`Ellicott City alive, well' after fire

Officials eager to open Main St., maybe today

November 11, 1999|By ALICE LUKENS AND KRIS ANTONELLI | ALICE LUKENS AND KRIS ANTONELLI,SUN STAFF

Howard County officials vowed yesterday to reopen Ellicott City's fire-ravaged historic Main Street as early as tonight, a move intended to ensure a lucrative holiday season at the popular tourist attraction.

Standing amid the still-smoldering wreckage from Tuesday's six-alarm fire, officials said none of the 19th-century buildings needs to be razed. But some top floors and portions of facades need to be torn down, they said.

The worst damage was at the rear of the buildings, a blackened, tangled mass of furniture, ceilings and walls.

Whether the building owners can or will rebuild them quickly was unclear. But County Executive James N. Robey sought to assure merchants and the public that Main Street will thrive again soon.

"Let me at this point stress that Ellicott City is alive and well," he said yesterday afternoon, hours after huddling with devastated business owners. "The merchants expressed considerable concerns that the impression is that Ellicott City is gone, and that is absolutely not true."

The cause of the fire, which raged for more than eight hours and wasn't considered controlled until 11 p.m., remained under investigation.

Arson was ruled out preliminarily, as investigators from the state fire marshal's office and the federal Bureau of Alcohol, Tobacco and Firearms got their first looks inside Main Street Blues, the restaurant-bar where the blaze was originally believed to have begun, and in the alley next to the restaurant, where one eyewitness described seeing the first flames.

Conservative estimate

The initial estimate Tuesday night of at least $1 million in damage might have been conservative. Bruce T. Taylor, who owns three buildings destroyed in the blaze, said the damage to his property exceeded $1 million.

Taylor, a doctor who runs Taylor Manor in Ellicott City, said he plans to rebuild on Main Street with better materials while maintaining the properties' historic facade.

"The three buildings are total losses," Taylor said. "As soon as possible, we will get all the debris out of there, make it safe, so it's not an eyesore or anything. We will get architects and engineers working with us to see how we can reconstruct something that is aesthetically pleasing and historic in character."

The other building owners could not be reached for comment.

More than 100 firefighters battled the fire throughout the afternoon and night Tuesday, and about 40 worked through the night to control about a half-dozen areas of smoldering embers.

Richard Taylor, vice president of the Ellicott City Business Association, said his goal in coming days is to let people know that Main Street is not destroyed and will be open for tourist traffic.

Busy scene

Main Street residents and business owners displaced by the fire slept at friends' houses Tuesday night. As the sun rose, they trickled back to Main Street to survey the damage and find out when they might be able to get back to work or return home.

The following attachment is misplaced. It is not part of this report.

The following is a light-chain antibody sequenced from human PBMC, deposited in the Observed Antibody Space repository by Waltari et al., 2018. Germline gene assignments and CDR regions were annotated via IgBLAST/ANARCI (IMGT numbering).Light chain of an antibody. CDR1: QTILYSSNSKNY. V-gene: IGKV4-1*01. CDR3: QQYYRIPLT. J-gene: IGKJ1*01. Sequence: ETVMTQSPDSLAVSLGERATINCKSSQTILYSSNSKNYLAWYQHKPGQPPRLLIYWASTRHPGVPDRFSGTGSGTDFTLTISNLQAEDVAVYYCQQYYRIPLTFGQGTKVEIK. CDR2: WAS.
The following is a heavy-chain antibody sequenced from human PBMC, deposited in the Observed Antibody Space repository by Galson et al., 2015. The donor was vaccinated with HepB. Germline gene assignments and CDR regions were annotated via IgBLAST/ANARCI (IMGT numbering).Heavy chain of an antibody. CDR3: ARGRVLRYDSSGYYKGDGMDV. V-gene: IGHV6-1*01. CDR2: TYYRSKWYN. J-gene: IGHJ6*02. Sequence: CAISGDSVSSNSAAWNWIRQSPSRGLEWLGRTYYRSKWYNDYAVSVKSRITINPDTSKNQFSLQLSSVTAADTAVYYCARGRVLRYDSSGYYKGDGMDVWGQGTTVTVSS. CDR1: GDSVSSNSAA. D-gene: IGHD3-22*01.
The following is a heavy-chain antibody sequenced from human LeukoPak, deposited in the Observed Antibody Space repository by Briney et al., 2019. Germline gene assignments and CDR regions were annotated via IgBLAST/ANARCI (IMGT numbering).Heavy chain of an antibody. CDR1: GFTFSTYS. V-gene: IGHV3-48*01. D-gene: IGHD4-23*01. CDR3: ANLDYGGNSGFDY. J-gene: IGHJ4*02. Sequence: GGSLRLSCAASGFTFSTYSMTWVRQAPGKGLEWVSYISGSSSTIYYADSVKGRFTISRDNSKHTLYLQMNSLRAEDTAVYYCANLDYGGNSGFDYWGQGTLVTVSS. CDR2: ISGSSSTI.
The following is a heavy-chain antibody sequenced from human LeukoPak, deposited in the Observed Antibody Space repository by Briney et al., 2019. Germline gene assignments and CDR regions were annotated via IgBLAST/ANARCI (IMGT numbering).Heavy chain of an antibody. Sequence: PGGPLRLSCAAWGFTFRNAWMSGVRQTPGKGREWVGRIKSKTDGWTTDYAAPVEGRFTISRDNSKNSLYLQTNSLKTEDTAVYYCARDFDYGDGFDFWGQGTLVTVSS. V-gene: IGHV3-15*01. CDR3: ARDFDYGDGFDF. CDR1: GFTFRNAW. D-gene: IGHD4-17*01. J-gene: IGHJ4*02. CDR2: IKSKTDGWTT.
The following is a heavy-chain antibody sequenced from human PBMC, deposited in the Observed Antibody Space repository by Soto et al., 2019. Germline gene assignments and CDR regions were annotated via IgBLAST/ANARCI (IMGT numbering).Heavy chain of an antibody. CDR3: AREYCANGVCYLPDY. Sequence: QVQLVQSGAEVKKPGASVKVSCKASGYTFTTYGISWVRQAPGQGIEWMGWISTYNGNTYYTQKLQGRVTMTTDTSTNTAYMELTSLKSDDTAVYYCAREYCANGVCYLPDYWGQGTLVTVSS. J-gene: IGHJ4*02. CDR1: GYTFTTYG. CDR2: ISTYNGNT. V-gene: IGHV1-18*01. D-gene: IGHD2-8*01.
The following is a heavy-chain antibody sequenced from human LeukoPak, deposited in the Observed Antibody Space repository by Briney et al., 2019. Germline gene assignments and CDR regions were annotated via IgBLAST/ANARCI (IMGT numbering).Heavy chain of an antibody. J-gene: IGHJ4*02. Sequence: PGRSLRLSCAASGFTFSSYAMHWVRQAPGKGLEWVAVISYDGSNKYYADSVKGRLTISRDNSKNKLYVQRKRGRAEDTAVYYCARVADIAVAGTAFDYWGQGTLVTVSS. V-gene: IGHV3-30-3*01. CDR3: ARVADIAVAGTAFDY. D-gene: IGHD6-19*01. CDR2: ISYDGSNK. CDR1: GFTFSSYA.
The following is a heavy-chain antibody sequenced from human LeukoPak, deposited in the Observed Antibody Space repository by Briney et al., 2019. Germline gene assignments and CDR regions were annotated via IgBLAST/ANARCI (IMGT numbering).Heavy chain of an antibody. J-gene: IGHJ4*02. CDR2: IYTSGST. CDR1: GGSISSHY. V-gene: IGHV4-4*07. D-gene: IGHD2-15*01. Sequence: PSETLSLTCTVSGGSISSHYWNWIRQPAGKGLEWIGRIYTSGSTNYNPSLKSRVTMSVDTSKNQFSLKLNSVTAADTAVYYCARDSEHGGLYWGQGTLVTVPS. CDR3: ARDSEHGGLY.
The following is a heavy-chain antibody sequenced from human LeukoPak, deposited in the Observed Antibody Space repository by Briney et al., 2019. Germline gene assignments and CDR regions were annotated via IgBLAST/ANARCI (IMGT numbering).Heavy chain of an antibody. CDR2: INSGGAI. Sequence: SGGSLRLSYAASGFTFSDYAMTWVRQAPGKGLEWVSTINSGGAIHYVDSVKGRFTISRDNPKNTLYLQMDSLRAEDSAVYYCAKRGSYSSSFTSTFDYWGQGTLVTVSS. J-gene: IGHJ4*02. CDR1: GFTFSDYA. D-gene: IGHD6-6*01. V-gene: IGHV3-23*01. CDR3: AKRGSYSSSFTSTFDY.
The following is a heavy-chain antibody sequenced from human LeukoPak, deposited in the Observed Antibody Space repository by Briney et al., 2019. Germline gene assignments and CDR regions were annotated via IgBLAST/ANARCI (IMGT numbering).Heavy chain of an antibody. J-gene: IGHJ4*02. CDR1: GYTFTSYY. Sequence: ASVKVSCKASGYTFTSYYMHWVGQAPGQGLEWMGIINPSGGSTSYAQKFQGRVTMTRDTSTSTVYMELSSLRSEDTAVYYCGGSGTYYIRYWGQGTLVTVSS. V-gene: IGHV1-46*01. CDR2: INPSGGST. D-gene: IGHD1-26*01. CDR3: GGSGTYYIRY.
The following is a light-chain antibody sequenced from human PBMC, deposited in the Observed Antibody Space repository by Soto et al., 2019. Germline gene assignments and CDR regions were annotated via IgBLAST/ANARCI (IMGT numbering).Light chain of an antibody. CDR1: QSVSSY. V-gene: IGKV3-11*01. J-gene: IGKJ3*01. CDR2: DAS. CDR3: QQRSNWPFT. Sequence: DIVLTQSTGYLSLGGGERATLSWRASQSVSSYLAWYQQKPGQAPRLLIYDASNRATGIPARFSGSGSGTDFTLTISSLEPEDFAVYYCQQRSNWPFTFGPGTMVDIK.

The scene, even early in the morning yesterday, was busy. Narrow Main Street was cordoned off with police tape. Fire engines blocked the street. Thick smoke billowed through the narrow corridor.

In contrast with the rear of the buildings, the storefronts appeared in better shape, with intact signs: Main Street Blues, Rugs to Riches, Legends, the Nature Nook, Spring House Design.

Main Street Blues had fliers in the window advertising live performances. Two decorative plants outside Rugs to Riches were in good shape.

Store owners and managers expressed a range of emotion, from relief to disbelief.

"I feel blessed by God that he didn't think it was my time to come home yet," said Teriko Goodwyn, manager of Rugs to Riches, who was in the store when the fire broke out.

"Everybody's just not believing it yet," said a stunned Dave Carroll, manager of Main Street Blues, sipping coffee and surveying the damage with bleary eyes.

`Shocking, painful' loss

Marci Krishnamoorthy, the manager of the all but destroyed Nature Nook, hugged her co-workers and cried.

"I knew it was destroyed, but seeing it was very shocking, very painful," she said between sobs. "The Nature Nook was a very special place. Children loved it."

Krishnamoorthy was not ready to talk about rebuilding the business. "Right now, I just have to go," she said. "I need a holiday."

Jack Sirop, who lives in one of the damaged apartments next to Nature Nook, said he was asleep when the fire broke out and woke up because of the heat.

"I woke up sweating," he said. After checking the thermostat, he decided to go to Main Street Blues for a bite to eat. He was studying the menu when the chef yelled at him to get out.

Yesterday morning, he was remembering everything he had lost in the fire.

"I had my own [carpet cleaning] business, and I lost all my tax forms," he said. He also lamented the losses of a $400 hat and a $300 pair of boots.

A neighbor, Victoria Morehead, tried to reassure him.

"I don't think your place is toast," she said. "It's not toast at all."

Firefighters' difficulties

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